Why don't corporations advise employees about Y2K impact on personal lives?

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I work for World Vision, a nonprofit, international relief and development organization. What I don't understand is why senior management, including the Y2K remediation team, are mum about discussing the possible impact of Y2K "fallout" to employees on the personal level, let alone inform us about their plans if we have to shut down for a period of time (i.e., will we be furloughed with or without pay?) A coworker and I finally started an employee discussion group out of sheer frustration (and anger, at least on my part). It seems that fear of liability is what clamps their mouths shut of those with the knowledge, yet it feels completely unfair to employees who need help to understand the problem, how to prepare, what precautions to follow, and how to find reliable, updated information to stay current about Y2K. Any comments about how to approach senior management to speak more openly with employees, instead of waiting until Fall, as they have planned? Thanks

-- Kathy Bitschenauer (eagles@pacifier.com), April 10, 1999


Well Kathy, I doubt they will tell you much, just as they don't tell programmers much either. Don't want the sheeple to flee. I would suggest doing your own research (GaryNorth.com, Yardini, Yourdon and others of credibility). Then do what is best for you and yours.



-- Bob Pilcher (rpilc99206@aol.com), April 10, 1999.

I know of once case, first hand, where the CEO of a large company did actually prepare some remarks along these lines. So what happened? Nothing. The legal group told the CEO 'no way' and these remarks were pulled from the speech.

-- (lurker@home.now), April 10, 1999.

We did have ONE recent report of this:

Oxford Heathcare recomends employees prepare

Along the same line, we also had this report in Feb. Everybody jumped on GTE for spreading fear:

GTE advices bank customer to withdraw extra cash

I think it is a legal issue more than anything else. <:)=

-- Sysman (y2kboard@yahoo.com), April 10, 1999.

Perhaps it also has to do with employers not wanting to lose employees to the hills, woods, other companies in smaller towns). It might also have to do with employers wanting their employees to stay productive, i.e., not worry their pretty little heads about what might or might not happen. The employees would probably spend even MORE time surfin' if they thought Y2K might be a problem!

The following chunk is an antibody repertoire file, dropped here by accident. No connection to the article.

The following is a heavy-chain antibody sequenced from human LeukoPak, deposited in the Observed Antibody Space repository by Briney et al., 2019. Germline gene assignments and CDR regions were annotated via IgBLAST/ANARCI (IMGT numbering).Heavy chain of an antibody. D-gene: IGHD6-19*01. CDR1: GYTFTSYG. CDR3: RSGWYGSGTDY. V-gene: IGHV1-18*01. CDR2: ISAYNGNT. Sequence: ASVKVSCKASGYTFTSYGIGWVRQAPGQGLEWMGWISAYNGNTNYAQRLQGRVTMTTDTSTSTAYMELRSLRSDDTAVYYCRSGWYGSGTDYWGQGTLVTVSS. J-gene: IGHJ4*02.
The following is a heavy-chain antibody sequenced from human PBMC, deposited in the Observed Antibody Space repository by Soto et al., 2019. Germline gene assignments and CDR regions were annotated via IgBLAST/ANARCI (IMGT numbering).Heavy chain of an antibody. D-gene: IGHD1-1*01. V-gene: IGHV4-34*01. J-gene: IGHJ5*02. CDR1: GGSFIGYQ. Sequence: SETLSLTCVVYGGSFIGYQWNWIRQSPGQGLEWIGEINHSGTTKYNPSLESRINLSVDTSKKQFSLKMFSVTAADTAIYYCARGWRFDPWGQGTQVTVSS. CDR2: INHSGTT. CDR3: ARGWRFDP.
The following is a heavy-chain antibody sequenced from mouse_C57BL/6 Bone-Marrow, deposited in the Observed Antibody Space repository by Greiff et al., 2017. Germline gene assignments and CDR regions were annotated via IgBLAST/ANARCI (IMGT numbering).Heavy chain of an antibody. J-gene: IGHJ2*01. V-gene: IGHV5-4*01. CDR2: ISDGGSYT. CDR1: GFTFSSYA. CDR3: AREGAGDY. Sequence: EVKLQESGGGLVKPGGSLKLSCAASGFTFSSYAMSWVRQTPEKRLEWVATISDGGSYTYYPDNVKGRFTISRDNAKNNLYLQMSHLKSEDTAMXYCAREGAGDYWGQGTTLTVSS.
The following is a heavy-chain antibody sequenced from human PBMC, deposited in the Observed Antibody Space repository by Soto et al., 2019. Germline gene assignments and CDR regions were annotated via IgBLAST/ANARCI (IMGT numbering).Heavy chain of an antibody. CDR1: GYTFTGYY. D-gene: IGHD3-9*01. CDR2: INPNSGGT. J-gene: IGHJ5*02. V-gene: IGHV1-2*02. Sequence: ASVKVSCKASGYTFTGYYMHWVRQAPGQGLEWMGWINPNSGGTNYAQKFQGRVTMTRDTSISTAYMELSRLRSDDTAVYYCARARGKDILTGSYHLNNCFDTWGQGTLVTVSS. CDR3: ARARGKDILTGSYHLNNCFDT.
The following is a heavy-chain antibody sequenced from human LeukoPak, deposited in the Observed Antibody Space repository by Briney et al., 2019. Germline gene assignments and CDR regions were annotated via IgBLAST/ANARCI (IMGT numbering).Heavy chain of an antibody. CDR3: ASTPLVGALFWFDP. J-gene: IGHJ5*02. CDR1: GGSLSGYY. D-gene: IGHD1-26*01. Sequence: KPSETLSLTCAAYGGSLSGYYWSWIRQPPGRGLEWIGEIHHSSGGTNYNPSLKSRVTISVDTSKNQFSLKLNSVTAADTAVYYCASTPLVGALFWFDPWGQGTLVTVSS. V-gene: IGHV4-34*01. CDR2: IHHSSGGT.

-- Old Git (anon@spamproblems.com), April 10, 1999.

I work for a local non-profit association. The national federation did publish a piece last September in its internal newsletter, (that goes to local officers and directors,) informing them of the issue and suggesting preparations. Our state magazine to members also gave brief recognition to it and pointed people to government and other links on the web. One state president of the federation alluded to the written suggested preparations in his testimony to the Senate committee, but never came out and said what they were.

I have had occassion to ask our state president whether they would take a leadership role in informing members and he said "no," but they may come out with some sort of brochure later in the year.

Since December, I have had one hell of a time trying to convince my officers and directors that this might be a problem to them, both with embedded systems in their business and personally. The problem is that no one with "credibility" will step forward and admit it's an issue, so they just think I am an alarmist.

Finaly we had the local county task force (police and EMts) do a presentation. The video they used did not use kid gloves on the potential. Now they are individually preparing, but no one wants to take a leadership position on business prep. They still aren't convinced they might have a problem. (They are small ag producers and this scares the blazes out of me.) USDA surveys indicate that there may be a problem reaching small producers. I have experienced it first hand.

This is the

-- anon (anon@nopanic.net), April 10, 1999.

The hospital for which I work (in the mental health department, ironically) is preparing for one week of disruptions because "the prevalent view now seems to be that that is how long they will last." (Meanwhile, they're maybe half way through their own remediation.) Nothing in the fiscal year 2000 budgets I've seen indicates that anyone expects his or her department to function in any way differently than its functioning now.

It's in our hands. There IS no leadership except what we offer to our neighbors and community ourselves.

I've found that it helps simply to accept, and if possible find the dark humor in, the absolute absurdity of life as we know it--and to love it anyway.

-- Faith Weaver (suzsolutions@yahoo.com), April 10, 1999.

I have a next door neighbor, an executive for a very large Silicon Valley Computer Corporation. He's headed up their Y2K projects which are done and tested now. He was asked to be on the State of California's Governor's Y2K task force, declined because he's too busy, but assigned the job to one of his people. That way, he keeps a finger on the Y2K pulse at the state level.